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Everything posted by Sl1986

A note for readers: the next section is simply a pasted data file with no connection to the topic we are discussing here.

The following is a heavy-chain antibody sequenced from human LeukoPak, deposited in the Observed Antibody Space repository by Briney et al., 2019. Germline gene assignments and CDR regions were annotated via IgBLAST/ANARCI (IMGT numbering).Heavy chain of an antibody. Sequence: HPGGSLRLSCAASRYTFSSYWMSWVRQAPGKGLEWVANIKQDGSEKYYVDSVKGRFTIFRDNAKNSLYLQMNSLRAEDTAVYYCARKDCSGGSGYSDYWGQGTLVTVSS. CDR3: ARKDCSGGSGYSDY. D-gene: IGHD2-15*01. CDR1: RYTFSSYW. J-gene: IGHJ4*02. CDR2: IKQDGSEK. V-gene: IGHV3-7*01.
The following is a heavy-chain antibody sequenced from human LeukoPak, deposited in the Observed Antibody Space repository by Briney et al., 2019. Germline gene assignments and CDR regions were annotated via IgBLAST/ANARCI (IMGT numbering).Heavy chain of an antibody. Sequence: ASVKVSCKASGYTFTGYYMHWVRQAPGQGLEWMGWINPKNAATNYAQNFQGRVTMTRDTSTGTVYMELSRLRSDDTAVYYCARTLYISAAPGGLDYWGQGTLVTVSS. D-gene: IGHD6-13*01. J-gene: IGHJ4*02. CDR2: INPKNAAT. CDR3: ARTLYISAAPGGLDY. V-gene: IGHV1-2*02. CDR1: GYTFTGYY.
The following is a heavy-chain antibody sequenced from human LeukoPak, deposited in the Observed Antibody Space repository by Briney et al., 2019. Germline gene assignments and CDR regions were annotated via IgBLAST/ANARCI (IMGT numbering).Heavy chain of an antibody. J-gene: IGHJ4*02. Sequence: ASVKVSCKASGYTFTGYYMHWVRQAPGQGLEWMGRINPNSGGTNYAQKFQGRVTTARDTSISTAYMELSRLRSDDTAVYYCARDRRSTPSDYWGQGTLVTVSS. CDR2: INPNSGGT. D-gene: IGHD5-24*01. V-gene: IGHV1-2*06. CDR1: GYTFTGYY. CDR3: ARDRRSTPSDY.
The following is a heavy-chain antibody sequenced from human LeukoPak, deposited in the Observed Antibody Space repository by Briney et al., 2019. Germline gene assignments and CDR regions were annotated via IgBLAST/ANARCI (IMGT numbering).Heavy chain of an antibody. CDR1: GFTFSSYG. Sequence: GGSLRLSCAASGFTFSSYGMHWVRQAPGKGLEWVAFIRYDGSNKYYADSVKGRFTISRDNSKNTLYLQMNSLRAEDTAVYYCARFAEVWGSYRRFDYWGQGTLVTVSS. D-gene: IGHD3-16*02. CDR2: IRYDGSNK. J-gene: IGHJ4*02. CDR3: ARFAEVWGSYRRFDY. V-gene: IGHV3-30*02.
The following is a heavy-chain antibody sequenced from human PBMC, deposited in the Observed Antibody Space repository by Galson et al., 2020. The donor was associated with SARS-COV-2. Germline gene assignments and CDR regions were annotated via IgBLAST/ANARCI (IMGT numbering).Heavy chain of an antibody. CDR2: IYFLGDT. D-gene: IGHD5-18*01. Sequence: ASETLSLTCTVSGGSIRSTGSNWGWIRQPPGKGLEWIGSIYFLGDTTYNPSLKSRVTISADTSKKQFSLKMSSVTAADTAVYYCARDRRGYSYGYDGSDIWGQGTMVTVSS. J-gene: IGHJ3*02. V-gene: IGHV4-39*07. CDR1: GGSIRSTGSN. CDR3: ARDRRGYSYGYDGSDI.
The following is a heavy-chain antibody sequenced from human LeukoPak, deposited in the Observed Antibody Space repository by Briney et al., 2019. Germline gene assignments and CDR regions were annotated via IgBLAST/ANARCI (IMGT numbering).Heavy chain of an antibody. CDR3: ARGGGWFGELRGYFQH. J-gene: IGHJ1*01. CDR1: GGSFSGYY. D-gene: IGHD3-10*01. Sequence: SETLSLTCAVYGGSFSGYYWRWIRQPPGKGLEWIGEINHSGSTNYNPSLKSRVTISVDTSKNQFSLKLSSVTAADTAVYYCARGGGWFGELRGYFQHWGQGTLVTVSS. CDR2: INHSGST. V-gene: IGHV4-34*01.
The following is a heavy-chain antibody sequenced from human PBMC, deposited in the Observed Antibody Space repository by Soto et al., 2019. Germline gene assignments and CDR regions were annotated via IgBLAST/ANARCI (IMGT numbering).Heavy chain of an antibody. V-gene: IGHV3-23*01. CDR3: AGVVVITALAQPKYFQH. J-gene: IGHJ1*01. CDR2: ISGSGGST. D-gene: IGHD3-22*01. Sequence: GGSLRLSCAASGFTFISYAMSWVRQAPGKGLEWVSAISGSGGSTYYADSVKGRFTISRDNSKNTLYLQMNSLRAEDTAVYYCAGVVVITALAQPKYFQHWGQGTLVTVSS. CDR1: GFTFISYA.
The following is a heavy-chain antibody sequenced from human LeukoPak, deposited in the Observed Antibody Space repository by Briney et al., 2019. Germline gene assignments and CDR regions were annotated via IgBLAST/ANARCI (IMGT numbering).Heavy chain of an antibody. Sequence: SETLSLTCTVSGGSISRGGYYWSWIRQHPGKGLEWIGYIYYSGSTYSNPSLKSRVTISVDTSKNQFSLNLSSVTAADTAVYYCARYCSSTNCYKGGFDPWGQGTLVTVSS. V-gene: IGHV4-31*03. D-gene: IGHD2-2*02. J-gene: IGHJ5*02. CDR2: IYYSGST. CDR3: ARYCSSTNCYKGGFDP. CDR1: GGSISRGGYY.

1. Can't see it on race card either